A third section of your constitution to deal with elected officers may need to be included, but this is a prickly subject: the impeachment of officers. If you have someone that is just totally ineffectual and who is not doing their part, a way to remove them from their office may be required. Hopefully, it will never be needed, but my club's constitution has an impeachment procedure that mirrors the election process: if fifty percent plus one of the club votes to impeach you, you're out. This part of the constitution was included by KAMP because it's required by the student council. I would hope that if anyone was abusing their duties, the problem could be worked out before going that far.

Who can be members of your club? A section of your constitution stating who is allowed to join is something that you may want to include, especially if you're a school club. Is it only students from your school who can join, or are outsiders allowed in as well? My university requires a clause that gives every student the option of joining, but my club went a step further. We put aside our rivalry with the university next door to allow students from there to join as well.

In the membership clause, it would be helpful to state how someone joins the club, even if it's just coming up to one of the club officers and saying "Hey, Id like to be a member of KAMP." Details such as club fees should be mentioned here as well.

When does your club meet? If your club has a permanent time and place to meet every week, it would be a good idea to say this in your constitution. You can also say how long the meetings generally run for, and if there is a required quota of members present for it to be an 'official' meeting.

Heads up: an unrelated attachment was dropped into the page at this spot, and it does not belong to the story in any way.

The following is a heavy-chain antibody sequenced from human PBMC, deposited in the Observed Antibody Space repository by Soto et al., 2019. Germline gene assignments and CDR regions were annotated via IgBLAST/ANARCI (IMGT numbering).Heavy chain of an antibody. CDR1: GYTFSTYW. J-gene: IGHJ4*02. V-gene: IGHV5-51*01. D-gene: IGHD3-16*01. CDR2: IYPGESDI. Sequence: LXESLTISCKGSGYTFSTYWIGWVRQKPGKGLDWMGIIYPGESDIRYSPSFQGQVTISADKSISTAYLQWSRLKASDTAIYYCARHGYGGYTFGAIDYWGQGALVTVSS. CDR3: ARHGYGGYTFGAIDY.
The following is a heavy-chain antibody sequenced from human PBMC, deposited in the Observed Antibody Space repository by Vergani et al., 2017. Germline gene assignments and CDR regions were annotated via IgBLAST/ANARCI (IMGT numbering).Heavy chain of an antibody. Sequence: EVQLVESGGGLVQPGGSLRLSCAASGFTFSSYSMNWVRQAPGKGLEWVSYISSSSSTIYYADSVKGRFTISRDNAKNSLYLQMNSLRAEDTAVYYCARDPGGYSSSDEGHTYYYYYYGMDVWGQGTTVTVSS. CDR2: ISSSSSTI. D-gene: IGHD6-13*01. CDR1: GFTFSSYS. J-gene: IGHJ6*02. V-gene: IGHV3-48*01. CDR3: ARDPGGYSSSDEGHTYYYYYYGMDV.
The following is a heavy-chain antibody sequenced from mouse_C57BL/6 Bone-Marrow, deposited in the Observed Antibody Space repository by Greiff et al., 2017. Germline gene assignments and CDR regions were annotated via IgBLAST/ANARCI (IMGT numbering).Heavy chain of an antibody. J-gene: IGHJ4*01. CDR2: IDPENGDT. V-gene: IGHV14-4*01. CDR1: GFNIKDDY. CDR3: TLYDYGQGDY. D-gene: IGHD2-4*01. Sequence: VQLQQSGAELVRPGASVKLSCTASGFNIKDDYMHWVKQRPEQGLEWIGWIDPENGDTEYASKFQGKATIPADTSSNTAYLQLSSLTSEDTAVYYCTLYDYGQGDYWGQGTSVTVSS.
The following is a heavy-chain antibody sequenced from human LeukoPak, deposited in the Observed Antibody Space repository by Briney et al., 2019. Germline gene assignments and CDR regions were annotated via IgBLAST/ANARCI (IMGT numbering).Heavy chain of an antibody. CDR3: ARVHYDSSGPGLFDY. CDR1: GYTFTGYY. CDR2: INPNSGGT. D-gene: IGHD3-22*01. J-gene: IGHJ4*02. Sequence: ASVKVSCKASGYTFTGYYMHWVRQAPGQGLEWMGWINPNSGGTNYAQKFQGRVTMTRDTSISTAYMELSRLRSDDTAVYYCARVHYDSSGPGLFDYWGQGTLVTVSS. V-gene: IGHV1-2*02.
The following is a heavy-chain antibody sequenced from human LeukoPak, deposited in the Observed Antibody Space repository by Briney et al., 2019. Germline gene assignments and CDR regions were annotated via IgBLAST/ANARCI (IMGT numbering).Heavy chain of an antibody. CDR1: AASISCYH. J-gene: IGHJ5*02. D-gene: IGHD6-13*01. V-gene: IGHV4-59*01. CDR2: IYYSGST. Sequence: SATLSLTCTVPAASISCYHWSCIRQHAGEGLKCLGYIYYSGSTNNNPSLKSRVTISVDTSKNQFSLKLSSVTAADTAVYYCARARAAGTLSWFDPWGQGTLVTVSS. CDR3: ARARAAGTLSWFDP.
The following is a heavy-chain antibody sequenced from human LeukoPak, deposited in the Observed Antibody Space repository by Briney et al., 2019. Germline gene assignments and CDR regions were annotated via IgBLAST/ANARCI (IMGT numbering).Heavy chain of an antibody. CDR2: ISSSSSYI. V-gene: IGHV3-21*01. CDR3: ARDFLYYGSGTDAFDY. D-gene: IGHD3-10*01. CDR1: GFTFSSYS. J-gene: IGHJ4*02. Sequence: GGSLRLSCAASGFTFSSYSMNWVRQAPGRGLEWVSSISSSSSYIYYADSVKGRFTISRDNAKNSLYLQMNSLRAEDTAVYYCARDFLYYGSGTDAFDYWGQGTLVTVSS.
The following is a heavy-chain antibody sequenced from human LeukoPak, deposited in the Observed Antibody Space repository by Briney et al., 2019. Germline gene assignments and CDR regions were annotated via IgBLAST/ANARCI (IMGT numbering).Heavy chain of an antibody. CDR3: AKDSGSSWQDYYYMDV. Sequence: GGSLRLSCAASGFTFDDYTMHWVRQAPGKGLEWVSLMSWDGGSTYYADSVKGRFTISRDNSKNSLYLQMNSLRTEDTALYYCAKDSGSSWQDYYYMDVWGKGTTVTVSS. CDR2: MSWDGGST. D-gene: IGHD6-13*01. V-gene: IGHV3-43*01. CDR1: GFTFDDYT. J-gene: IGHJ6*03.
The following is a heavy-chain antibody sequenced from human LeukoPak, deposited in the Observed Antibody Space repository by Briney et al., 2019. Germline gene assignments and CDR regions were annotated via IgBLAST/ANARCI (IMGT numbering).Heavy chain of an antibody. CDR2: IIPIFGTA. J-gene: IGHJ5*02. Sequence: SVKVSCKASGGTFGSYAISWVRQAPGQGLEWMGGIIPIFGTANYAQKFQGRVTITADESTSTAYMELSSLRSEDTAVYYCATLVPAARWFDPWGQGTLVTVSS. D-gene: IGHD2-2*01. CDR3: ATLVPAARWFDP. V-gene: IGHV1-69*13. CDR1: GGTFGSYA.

Club Scene

Did you know that most divorces are caused by money, more than any other reason? Im not sure if it's true, but it's something to keep in mind when you're writing the finance section of the constitution. It doesn't need to include the whole budget, but stating where you get funding from and the general costs of the club is a good idea. It should also state when you present the annual budget to the club and by what majority that it needs to be passed in order to be ratified. You can probably guess the method of determining the majority that my club uses.

The last and probably most important part of the constitution is the section on constitutional amendment. Say a member disagrees with a clause in the club constitution that bans green tea Pocky. How do they go about changing that? It's important to remember that your constitution is a living thing that is open to change. Through the process of running the anime club, you'll find what works and what doesn't, and what is an important part of the constitution, and what needs to be scraped. Always listen to what the other club members suggest and try to find a solution. The constitution is a helpful tool in running the club, but its contents are not commandments; nothing is set in stone. For now, KAMP has the simple rule that if someone wants to change something, fifty percent plus one of the clubs members must be in favor.

Keep in mind that this is all based off of my club constitution, which in turn is based off of the format outlined by my university's student council. You can write up any kind of constitution that you like and that works for you. KAMP hasn't even been in existence long enough to tell if any of our clauses actually make sense, but we can always fix it as we go.